Meta’s AI ‘Personas’ Will Eat All of Your Data

Published on
18/08/2023 03:33 PM
Meta AI persona data

Meta is reportedly planning to launch AI chatbots capable of exhibiting different characters and personalities. But experts warn these so-called AI ‘Personas’ could put people’s Data privacy at risk. 

The chatbots, which the Financial Times reports could launch as soon as next month, will be able to have human-like discussions with users and offer customised recommendations based on data from previous conversations.

Dubbed 'Personas' by Meta employees, these AI bots can take the form of different characters, including one that can speak like historical figures such as Abraham Lincoln and another that can give travel advice in the style of a surfer. 

The purpose of these AI bots will be to provide a new way for people to search as well as simply being a fun AI product for people to play with.

The move comes as Zuckerberg’s $800 billion company pushes to attract and retain users amid steep competition from social media powerhouses like TikTok, and attempts to enter the AI arms race that began with the launch of OpenAI’s ChatGPT last November

As well as boosting engagement, chatbots could also be effective for collecting huge amounts of data on users’ interests, which could be pivotal to expanding Meta’s already ginormous advertising business. 

Ravit Dotan, AI ethics adviser and the co-founder of the Collaborative AI Responsibility lab at the University of Pittsburgh told the Financial Times that Meta’s AI chatbot mass data collection could foster concerns about privacy as well as “

“Once users interact with a chatbot, it really exposes much more of their data to the company, so that the company can do anything they want with that data.

Meta’s Data Farm 

The upcoming launch of Meta’s AI personas comes a month after the tech giant released its Twitter rival Threads, which was also criticised for being powered by people’s data

Threads take more data than the majority of other social media platforms, transferring this data through the apps’ integration with Meta to build a detailed advertising profile of each user.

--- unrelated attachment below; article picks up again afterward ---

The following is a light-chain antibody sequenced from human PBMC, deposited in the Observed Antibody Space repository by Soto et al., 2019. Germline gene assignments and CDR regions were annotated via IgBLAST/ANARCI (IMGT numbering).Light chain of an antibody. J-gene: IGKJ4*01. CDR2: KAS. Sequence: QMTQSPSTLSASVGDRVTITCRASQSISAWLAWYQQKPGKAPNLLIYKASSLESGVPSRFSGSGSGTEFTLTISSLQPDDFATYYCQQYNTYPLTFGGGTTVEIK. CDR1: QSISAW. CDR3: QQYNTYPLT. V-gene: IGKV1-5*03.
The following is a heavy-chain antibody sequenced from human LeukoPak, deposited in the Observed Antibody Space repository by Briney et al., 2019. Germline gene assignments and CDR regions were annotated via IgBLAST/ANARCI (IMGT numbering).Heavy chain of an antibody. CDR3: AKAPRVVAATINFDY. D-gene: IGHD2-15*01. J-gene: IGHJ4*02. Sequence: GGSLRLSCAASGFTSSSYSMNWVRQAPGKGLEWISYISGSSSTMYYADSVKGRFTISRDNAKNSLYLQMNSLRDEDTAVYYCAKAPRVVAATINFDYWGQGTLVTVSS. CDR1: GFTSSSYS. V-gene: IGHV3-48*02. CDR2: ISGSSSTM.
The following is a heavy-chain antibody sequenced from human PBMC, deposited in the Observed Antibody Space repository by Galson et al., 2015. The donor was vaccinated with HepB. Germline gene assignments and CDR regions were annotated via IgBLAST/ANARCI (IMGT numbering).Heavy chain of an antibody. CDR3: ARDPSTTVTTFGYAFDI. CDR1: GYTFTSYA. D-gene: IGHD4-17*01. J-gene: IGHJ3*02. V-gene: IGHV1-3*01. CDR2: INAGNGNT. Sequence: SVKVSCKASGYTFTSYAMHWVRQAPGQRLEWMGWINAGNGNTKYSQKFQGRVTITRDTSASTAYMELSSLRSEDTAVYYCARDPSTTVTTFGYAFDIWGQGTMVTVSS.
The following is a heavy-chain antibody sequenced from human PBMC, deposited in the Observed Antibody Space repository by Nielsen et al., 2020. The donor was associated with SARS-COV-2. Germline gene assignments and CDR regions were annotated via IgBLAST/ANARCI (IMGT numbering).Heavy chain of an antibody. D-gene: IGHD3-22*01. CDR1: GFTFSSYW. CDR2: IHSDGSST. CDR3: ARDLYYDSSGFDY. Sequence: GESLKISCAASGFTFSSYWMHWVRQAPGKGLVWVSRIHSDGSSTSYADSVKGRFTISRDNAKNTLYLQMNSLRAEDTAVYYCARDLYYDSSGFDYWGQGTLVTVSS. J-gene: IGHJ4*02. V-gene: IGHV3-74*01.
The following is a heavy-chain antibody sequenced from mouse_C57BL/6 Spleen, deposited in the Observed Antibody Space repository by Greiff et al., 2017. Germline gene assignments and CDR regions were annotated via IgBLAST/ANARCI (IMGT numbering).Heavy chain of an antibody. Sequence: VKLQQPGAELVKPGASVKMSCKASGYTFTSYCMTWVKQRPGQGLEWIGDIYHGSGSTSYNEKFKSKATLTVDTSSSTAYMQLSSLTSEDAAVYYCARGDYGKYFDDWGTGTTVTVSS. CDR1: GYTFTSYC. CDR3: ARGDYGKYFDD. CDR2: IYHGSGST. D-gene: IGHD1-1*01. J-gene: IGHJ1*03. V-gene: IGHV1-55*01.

But experts warned that this excessive data collection could put users' privacy – and security – at risk since users are handing over even more personal information to a company that already knows a lot about its account holders. 

And as Meta looks towards turning Threads into a decentralized service – which would allow users to view Threads content across other apps and theoretically give them more control over their data – experts warn that the move could expand the company’s reach across the internet.

Personas will only add to this reach, granting meta yet another method of extracting user data and creating accurate data profiles for every user they chat too. 

AI with persona-lity 

This is not the first time tech companies have launched AI tools and systems that feature different personas  and personalities., an Andreessen Horowitz-backed start-up valued at $1 billion, for instance, uses large language models to generate conversation in the style of individuals such as Twitter X and Tesla CEO Elon Musk and Nintendo character Mario.

Meta would also not be the first tech company looking to profit from its user's conversations. Snapchat’s “My AI” chatbot, for instance, describes itself as an “experimental, friendly chatbot”, with which 150mn of its users have interacted so far. 

It recently began “early testing” of sponsored links within the chatbot as a way for the social media company to earn money from each conversation. 

Meta has been investing in generative AI for a while, and this month, released an open-source version of a large language model LlaMa 2 to allow developers and businesses to build generative AI

As part of building the infrastructure to support the AI products, the tech giant has also been trying to procure tens of thousands of GPUs – chips that are vital for powering large language models. 

According to a Meta insider speaking to the Financial Times, the company will likely build in technology that will screen users’ questions to ensure they are appropriate.

It may also automate checks on the output from its chatbots to ensure what it says is accurate, and avoid hate or rule-breaking speech.

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